Coaches get new take on tackling from ABC producer

Practice Like Pros founder and 16-time Emmy Award winner Terry O’Neil stressed the importance of concussion prevention and recognition to high school football coaches last week during a clinic session at Reynolds Performance Hall.

O’Neil is a decorated television producer, working for ABC’s “Monday Night Football” and ESPN’s “The Sports Reporters,” but he wasn’t there to talk about his accolades.

He wasn’t there to promote Practice Like Pros, but was there to teach coaches about the severity of concussions, especially at the high school level.

After a quick story about O’Neil learning football from legendary Arkansas Razorbacks coach Frank Broyles, O’Neil said an estimated 157 concussion cases per year occur in the National Football League.

He said estimates in high school football reach more than 100,000 cases per year.

“This is the worst statistic in football,” he said.

He used a story of a kid that suffered a concussion a couple weeks prior to the start of the previous football season as a segue into stressing more importance of concussions in high school.

He said the player went to the doctor and told him he was feeling well enough to play, and the doctor cleared him.

O’Neil said the father and wanted to have him tested.

The young player ended up scoring a .001 out of .07 on the ImPACT (Immediate Post-Concussion Assessment and Cognitive Testing) Clinical Test.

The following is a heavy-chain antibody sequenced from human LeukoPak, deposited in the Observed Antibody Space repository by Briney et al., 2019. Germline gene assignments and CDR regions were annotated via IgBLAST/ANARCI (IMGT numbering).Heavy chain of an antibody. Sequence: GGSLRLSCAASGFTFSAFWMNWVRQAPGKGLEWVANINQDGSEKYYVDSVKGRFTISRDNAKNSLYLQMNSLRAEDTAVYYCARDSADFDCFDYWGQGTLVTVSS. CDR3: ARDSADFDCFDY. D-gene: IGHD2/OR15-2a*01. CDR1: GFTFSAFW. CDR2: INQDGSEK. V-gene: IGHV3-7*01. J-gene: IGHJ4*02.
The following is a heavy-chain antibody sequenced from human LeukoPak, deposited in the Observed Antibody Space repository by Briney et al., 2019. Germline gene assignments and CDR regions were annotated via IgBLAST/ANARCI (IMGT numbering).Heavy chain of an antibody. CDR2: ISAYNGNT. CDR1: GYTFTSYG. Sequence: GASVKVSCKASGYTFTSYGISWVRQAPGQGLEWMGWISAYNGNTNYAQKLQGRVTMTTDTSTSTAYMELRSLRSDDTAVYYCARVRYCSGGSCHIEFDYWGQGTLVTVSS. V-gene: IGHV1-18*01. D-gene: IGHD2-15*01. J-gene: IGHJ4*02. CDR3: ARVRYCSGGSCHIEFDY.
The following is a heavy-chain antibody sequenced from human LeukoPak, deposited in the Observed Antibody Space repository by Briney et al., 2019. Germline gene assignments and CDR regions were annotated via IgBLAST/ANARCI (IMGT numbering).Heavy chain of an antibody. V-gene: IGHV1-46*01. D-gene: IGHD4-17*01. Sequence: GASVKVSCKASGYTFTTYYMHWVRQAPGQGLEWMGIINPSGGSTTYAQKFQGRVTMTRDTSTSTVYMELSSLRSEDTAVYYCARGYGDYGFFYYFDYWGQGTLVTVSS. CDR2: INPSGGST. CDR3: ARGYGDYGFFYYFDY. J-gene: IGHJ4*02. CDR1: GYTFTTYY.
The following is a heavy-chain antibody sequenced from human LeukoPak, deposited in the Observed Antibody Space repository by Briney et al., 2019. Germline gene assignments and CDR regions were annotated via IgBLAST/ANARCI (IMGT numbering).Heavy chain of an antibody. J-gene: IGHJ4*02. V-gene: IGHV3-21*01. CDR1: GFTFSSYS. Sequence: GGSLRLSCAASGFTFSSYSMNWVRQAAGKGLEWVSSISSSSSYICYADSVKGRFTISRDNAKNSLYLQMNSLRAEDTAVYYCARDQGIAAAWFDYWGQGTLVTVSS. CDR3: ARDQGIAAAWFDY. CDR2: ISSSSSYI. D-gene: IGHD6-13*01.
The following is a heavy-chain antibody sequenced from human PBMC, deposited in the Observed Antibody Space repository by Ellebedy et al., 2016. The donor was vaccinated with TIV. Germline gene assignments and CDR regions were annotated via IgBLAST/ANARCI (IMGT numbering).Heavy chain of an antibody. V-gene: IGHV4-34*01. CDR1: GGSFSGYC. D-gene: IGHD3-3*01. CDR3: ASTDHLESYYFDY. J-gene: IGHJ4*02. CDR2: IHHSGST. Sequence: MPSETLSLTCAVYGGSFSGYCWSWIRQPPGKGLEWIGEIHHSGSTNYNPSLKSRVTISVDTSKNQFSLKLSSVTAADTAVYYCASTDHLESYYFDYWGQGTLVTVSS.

O’Neil noted the player missed the first four weeks of the season.

He then revealed it was his son.

He said his son is lucky because he made it to Division III football by having him properly identified with a concussion.

O’Neil gave several examples of high school football players suffering from concussions who weren’t so lucky and died because they weren’t properly evaluated.

There are several cases where a concussion was not evaluated as well as it could be and coaches were sued because of the player’s physical condition.

O’Neil told the coaches to make it apparent that they are not team doctors.

He said only 42 percent of high school football teams have a medical professional on their sidelines.

O’Neil said part of the problem with several of these cases is kids are saying they are feeling well enough to play.

“We’ve got to get these kids to self-diagnose themselves,” he said.

For the second half of O’Neil’s talk, he spoke about ways to prevent concussions.

He said Ivy League schools are ahead of everybody when it comes to preventing concussions because of how they tackle.

Dartmouth College coach Buddy Teevens decided to find ways to practice without contact.

Teevens’ teams tackle 10 days out of the year, which are its 10 gamedays.

This has caused a 50 percent drop in missed tackles for Dartmouth and a better record because it keeps players fresher throughout the season.

It was a relevantly new process that has reached Seattle Seahawks assistant coach Rocky Seto.

O’Neil provided several examples and ways to prevent concussions by ways of identifying symptoms earlier, have no contact in practices and change the way the players tackle.

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